‘sprue-Cing’ Up the Evaluation of Chronic Diarrhea: Let’s Look at the Medication List

Jad Jalal, B. Sc*; Serin Edwin, MD; Yamin Aung, MD; Mrinmayee Naik, MD and Sindhu Joseph, MD, MacNeal Hospital, Berwyn, IL

Meeting: Hospital Medicine 2016, March 6-9, San Diego, Calif.

Abstract number: 576

Categories: Adult, Clinical Vignettes Abstracts

770,000 people are admitted due to adverse drug events annually, with an annual cost of 5.6 around million dollars per hospital, making the patient’s medication list an object of scrutiny. Olmesartan is an angiotensin receptor blocker used as an antihypertensive in around1.9 million patients. We describe a patient with long-standing constipation who was ultimately diagnosed with olmesartan associated sprue-like enteropathy.

Case Presentation: Our patient is a 90-year-old female who was evaluated for persistent diarrhea over 3 hospital admissions. She had a history of chronic constipation and hypothyroidism.  On examination, her BMI was 21.5 and she appeared cachexic. Medication review revealed omeprazole, levothyroxine, olmesartan, ferrous sulfate, and Culturelle. Laboratory evaluation revealed a non-anion gap metabolic acidosis, acute kidney injury and anemia. Fecal leucocytes, ova and parasites, stool culture, stool guaiac testing, Clostridium difficile antigen, tissue transglutaminase IgA/G antibodies, rotavirus and norovirus assays were negative. VIP and giardia antibody and 5HIAA were negative.  Iron studies indicated anemia of chronic disease. Vitamin B12 levels, lipase, lactic acid, and ESR were normal, with a mildly elevated CRP and low vitamin D level. A CT scan of the abdomen was normal. A biopsy during esophagogastroduodenoscopy (EGD) revealed duodenal epithelium with villous atrophy and active chronic inflammation. Immunoperoxidase stains for CD3 and CD8 demonstrated intraepithelial lymphocytes in the villous tips, indicating a celiac disease-like picture.  PAS stain was negative for bacillary microorganisms. A literature search revealed the association of olmesartan with a sprue-like enteropathy. Olmesartan was discontinued. The patient was started on loperamide and the diarrhea resolved ten days after drug cessation.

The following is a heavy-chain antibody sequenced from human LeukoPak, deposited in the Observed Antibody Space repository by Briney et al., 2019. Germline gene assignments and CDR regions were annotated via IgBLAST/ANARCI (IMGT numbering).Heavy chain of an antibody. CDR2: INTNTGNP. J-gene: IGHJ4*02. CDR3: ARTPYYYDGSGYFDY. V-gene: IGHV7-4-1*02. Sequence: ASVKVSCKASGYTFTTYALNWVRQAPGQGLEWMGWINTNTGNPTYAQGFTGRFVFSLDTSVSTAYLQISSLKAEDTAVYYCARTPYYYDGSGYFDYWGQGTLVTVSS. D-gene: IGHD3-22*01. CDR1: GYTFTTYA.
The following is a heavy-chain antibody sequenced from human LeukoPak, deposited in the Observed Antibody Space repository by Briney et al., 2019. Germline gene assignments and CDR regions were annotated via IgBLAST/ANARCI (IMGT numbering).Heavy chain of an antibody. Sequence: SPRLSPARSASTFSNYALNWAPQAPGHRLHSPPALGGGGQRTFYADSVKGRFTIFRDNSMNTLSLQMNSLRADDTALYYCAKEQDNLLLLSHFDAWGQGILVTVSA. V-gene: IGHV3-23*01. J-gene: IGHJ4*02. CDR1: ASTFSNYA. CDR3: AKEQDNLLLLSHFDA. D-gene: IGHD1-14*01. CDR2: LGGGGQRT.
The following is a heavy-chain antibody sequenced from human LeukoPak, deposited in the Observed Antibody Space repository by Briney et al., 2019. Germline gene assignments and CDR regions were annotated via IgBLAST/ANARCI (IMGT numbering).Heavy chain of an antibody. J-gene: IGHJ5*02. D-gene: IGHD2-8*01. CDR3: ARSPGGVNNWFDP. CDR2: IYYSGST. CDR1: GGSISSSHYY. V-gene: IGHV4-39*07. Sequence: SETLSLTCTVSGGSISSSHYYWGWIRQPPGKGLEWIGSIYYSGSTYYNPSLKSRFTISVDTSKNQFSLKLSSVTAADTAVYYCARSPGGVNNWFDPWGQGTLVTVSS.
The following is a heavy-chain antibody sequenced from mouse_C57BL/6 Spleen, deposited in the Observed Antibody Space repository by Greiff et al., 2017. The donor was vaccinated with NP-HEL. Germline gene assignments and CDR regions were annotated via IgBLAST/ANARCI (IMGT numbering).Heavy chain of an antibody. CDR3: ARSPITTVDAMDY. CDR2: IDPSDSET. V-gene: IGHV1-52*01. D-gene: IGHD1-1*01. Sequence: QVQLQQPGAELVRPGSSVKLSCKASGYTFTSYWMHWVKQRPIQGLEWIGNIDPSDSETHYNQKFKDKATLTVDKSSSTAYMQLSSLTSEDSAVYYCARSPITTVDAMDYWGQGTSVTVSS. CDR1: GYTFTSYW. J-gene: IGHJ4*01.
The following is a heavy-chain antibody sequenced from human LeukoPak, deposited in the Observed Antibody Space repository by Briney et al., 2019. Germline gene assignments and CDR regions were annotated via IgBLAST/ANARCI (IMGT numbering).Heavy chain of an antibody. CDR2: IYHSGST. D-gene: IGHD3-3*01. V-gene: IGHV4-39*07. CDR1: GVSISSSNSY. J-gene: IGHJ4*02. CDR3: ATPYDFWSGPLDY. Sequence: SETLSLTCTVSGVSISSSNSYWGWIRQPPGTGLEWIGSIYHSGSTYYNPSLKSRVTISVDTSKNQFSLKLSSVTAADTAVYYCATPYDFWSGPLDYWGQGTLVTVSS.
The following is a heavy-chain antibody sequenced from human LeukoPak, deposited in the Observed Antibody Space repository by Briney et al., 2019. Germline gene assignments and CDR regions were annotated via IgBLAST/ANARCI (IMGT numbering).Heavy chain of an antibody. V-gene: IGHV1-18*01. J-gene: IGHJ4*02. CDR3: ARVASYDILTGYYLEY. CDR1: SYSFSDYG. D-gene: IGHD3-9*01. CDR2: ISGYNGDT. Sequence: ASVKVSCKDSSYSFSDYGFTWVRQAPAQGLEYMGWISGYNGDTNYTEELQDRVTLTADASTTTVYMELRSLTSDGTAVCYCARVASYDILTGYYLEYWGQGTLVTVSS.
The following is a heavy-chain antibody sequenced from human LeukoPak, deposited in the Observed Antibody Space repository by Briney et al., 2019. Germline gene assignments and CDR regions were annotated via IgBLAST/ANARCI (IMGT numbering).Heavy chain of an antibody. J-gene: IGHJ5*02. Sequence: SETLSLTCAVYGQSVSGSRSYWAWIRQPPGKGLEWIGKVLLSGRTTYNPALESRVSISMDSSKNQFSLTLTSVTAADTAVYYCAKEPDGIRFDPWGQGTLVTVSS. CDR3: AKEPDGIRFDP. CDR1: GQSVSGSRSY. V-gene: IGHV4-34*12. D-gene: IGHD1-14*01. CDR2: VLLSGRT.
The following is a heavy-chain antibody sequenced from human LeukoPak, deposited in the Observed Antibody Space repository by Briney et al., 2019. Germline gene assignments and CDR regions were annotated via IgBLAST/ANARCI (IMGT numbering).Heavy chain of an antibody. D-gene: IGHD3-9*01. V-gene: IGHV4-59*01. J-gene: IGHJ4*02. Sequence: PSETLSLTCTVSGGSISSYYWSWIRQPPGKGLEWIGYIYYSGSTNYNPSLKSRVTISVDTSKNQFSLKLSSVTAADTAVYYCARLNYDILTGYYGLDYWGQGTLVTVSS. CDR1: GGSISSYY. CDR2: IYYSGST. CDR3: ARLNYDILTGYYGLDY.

Discussion: The pathophysiology of olmesartan induced sprue-like enteropathy is only theorized at this point. Olmesartan has a higher affinity for angiotensin receptors (AT1) in the gut, whose blockade leads to the unopposed activation of angiotensin receptors (AT2) in the duodenum and jejunum. AT2 activation induces apoptosis of gut enterocytes, ultimately causing overwhelming apoptosis of enterocytes and eventually villous atrophy. Although a systematic re-challenge with olmesartan and repeat biopsy showing villous regeneration is required to confirm the diagnosis, we refrained from confirmation considering the patient’s frailty. 54 cases have been reported with a mean age of 69. We believe, at 90 years old, our patient is the oldest reported person who suffered from olmesartan-induced sprue-like enteropathy. It is possible that her symptoms were masked by the long duration of constipation.

Conclusions: In conclusion, this case illustrates the importance of reviewing the medication list for possible side effects when developing a differential. Raising awareness of possible side effects is critical in avoiding preventable morbidity, mortality and healthcare costs.

To cite this abstract:

Jalal J, Edwin S, Aung Y, Naik M, Joseph S. ‘sprue-Cing’ Up the Evaluation of Chronic Diarrhea: Let’s Look at the Medication List. Abstract published at Hospital Medicine 2016, March 6-9, San Diego, Calif. Abstract 576. Journal of Hospital Medicine. 2016; 11 (suppl 1). https://www.shmabstracts.com/abstract/sprue-cing-up-the-evaluation-of-chronic-diarrhea-lets-look-at-the-medication-list/. Accessed October 14, 2019.

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